Jeremy Brevard-US PRESSWIRE
The ACC hired a consulting firm to study the feasibility of creating an ACC Network similar to the Big Ten's cash-cow.
Since expansionpaloza finally calmed down after great conference sundering of 2012, there's been a lot of clamoring for each conference to mimic the Big Ten's Big Ten Network. And with good reason: BTN has been a complete success and has made the Big Ten member institutions a lot of cash. The Pac-12 recently followed suit, and the SEC is close behind. (As a fan, that's lead to unseemly idea that athletic conference only exist to provide their conference channels with programing, but that's for another day.) But with the additions of Pitt, Syracuse, Louisville and (sort of) Notre Dame, the ACC is investigating its own dedicated network. Sports Business Journal broke the story yesterday:
While its media rights are tied up with ESPN for the next 15 years, that hasn’t stopped the conference from beginning the process of deciding whether such a channel is feasible. It hasn’t had formal talks with ESPN, which would have to play a big role in any ACC channel since the network controls the league’s rights.
But ACC Commissioner John Swofford has quietly been exploring a branded channel and began floating the idea for it in the fall, around the time that Notre Dame joined the league in all sports but football. The Fighting Irish have committed to play five ACC opponents in football each season, but it will maintain its independence.
For the ACC, it potentially could allow the conference to keep up financially with the Big Ten, Pac-12 and SEC, which have all launched or are close to launching branded channels, and sources say the conference sees it as an enticement to keep schools from being seduced by other conferences.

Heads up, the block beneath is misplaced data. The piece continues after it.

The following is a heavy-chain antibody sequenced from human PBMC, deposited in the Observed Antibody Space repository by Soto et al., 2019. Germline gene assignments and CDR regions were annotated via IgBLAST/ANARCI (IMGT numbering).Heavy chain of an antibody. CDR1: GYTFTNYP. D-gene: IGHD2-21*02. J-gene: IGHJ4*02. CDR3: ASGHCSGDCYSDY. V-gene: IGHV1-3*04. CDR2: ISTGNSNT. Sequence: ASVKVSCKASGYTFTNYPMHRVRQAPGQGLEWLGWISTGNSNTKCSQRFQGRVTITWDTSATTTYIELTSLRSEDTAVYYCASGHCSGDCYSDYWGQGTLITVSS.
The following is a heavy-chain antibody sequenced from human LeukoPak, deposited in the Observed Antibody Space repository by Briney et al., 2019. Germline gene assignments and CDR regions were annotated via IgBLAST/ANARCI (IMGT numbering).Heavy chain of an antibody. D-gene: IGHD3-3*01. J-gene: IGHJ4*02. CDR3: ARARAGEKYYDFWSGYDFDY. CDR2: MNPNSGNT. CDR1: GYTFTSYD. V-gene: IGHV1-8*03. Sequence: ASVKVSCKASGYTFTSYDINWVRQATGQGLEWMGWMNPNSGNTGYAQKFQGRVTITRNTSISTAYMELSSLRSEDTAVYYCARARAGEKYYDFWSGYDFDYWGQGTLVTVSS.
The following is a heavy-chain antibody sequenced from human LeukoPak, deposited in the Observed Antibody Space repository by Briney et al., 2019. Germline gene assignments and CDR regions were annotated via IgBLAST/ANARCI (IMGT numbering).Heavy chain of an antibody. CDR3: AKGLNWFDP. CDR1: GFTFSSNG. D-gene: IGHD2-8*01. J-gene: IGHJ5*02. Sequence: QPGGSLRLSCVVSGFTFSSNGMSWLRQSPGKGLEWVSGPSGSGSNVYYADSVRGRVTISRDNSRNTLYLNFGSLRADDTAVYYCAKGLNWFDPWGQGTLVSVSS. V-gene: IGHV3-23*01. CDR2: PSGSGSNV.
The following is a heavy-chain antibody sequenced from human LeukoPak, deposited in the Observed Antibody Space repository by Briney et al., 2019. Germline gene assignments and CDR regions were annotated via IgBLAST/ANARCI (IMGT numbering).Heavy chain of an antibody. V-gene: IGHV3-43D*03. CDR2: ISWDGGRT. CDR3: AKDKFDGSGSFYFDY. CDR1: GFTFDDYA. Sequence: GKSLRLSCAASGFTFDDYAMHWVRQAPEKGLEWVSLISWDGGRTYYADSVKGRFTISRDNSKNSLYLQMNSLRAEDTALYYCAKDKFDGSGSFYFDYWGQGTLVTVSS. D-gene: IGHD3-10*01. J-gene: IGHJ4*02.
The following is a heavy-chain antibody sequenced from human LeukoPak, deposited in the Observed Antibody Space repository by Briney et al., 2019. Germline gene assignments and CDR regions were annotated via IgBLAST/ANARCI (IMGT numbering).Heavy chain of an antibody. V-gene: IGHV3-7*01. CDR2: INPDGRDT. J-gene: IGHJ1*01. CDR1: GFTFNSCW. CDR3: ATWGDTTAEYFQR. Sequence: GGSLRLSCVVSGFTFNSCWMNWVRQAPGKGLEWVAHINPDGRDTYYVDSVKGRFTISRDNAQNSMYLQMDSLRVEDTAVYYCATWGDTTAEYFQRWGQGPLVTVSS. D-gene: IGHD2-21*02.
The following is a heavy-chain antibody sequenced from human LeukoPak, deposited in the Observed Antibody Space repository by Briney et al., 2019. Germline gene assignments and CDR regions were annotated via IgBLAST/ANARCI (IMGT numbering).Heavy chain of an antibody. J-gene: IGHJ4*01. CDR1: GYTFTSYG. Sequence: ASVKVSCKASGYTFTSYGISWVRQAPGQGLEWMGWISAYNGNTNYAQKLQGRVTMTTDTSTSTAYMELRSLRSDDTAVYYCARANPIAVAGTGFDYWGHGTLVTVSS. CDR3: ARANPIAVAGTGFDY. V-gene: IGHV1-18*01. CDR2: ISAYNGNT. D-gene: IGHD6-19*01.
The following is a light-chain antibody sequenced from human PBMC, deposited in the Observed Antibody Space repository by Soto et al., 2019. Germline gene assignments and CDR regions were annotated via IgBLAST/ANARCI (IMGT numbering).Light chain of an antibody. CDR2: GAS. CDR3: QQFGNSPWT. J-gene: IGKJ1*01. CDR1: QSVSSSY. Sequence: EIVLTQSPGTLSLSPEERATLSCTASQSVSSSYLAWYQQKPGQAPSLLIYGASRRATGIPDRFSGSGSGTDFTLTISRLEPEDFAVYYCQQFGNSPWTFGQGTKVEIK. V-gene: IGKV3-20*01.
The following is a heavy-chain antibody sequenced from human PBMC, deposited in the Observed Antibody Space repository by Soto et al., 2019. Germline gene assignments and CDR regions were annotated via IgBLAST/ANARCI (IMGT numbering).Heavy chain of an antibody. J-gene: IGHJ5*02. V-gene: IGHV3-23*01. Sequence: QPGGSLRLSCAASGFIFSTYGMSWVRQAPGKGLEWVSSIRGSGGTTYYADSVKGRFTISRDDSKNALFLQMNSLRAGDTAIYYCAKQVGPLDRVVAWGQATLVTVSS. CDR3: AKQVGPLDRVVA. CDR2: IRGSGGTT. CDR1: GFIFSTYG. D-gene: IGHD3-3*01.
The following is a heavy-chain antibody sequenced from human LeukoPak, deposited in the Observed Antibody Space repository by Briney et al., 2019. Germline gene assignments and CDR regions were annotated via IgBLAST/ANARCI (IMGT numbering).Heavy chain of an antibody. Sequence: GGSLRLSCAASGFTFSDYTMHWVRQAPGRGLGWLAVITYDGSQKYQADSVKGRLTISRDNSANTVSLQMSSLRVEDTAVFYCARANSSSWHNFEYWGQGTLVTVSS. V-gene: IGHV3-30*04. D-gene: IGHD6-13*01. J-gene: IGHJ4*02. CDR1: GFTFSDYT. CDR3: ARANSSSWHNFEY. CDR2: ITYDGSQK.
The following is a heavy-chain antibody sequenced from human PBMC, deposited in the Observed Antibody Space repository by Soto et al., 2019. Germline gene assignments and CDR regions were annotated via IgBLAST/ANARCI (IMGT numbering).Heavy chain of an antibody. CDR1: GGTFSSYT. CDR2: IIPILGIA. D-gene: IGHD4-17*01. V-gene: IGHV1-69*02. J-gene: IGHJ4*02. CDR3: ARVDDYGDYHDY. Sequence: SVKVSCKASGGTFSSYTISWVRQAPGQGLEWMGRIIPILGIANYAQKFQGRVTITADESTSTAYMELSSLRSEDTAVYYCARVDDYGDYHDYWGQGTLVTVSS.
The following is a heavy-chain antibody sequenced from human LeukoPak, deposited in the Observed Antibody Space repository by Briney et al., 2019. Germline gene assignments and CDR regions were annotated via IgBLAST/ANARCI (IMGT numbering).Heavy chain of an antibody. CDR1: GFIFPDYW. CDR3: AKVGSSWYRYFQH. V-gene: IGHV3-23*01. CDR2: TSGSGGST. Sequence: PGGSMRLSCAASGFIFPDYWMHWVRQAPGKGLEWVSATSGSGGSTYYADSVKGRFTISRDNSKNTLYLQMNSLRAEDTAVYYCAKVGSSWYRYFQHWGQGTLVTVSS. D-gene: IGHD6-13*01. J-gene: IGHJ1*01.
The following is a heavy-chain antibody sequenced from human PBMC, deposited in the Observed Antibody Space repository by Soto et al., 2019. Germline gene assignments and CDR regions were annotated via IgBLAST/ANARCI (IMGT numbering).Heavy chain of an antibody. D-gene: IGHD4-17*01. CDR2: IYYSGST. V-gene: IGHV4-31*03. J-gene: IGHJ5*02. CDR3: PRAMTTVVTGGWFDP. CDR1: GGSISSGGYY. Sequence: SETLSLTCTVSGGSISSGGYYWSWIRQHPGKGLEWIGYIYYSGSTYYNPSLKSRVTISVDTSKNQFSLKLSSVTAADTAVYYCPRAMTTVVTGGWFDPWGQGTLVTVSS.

Sources also say there continues to be angst among the conference’s presidents and athletic directors over the league’s ability to keep up with its peer conferences financially. The Big Ten lured Maryland, a charter member of the ACC, away from the conference with its future media revenue projections. The Big Ten’s numbers, buoyed by the growth of its channel, showed that each school’s revenue will rise to more than $40 million by 2020, compared with $24 million in the ACC.
And the article discusses the issues with any such arrangement. Most notably, with cable providers seemingly under pressure to hold the line on rate increases, charging consumers for yet another sports channel could cross a tipping point. With subscribers already paying a substantial percent of their monthly bill for ESPN, ESPN2, ESPNNews, CBS Sports, NBC Sports and shortly, Fox Sports 1, we may have reached critical mass for sports programming. Add that ESPN is reportedly "lukewarm" against competing with itself in several overlap markets and I'm not sure this is something that's in the immediate future.
Locally, the problem is magnified by the existence of the Big Ten Network, which is already costing Comcast subscribers nearly a dollar per month. Would Comcast carry the ACC Network in addition to BTN in the Pittsburgh market? Maybe, but I'm not holding my breath. Guerilla warfare would have to be declared to get Pitt fans to push the ACCN on and possibly, the BTN off. I like the idea of that as much as I like writing posts about television subscriber rates.
But hey, if the ACC Network does come to fruition, WE GOT JOKES!